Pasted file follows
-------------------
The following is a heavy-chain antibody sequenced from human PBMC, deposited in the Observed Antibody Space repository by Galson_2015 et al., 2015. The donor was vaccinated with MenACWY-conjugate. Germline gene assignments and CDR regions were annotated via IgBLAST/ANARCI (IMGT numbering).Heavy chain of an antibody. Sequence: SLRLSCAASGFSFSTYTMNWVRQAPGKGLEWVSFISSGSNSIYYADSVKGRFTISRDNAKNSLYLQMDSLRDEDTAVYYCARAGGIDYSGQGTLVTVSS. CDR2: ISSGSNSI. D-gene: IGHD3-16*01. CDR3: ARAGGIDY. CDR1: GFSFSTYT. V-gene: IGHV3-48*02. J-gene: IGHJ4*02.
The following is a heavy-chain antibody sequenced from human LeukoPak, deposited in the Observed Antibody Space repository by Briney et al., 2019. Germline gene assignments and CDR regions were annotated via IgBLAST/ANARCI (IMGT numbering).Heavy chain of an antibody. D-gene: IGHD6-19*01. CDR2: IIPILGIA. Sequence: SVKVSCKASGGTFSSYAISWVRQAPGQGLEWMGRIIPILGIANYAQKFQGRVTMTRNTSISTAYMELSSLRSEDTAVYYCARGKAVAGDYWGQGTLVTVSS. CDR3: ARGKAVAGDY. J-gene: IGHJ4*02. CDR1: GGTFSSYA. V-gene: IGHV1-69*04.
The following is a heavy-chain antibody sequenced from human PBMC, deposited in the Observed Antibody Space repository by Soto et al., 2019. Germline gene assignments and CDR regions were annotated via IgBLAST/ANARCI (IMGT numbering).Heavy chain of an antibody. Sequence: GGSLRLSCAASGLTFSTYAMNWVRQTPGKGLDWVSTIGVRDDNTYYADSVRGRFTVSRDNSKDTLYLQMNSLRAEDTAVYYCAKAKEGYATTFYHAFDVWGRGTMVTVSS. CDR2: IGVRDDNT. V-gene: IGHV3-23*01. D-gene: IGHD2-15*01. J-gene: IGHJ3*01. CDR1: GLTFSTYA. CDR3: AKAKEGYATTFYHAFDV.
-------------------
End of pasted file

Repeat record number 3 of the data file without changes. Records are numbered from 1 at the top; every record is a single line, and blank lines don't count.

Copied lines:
The following is a heavy-chain antibody sequenced from human PBMC, deposited in the Observed Antibody Space repository by Soto et al., 2019. Germline gene assignments and CDR regions were annotated via IgBLAST/ANARCI (IMGT numbering).Heavy chain of an antibody. Sequence: GGSLRLSCAASGLTFSTYAMNWVRQTPGKGLDWVSTIGVRDDNTYYADSVRGRFTVSRDNSKDTLYLQMNSLRAEDTAVYYCAKAKEGYATTFYHAFDVWGRGTMVTVSS. CDR2: IGVRDDNT. V-gene: IGHV3-23*01. D-gene: IGHD2-15*01. J-gene: IGHJ3*01. CDR1: GLTFSTYA. CDR3: AKAKEGYATTFYHAFDV.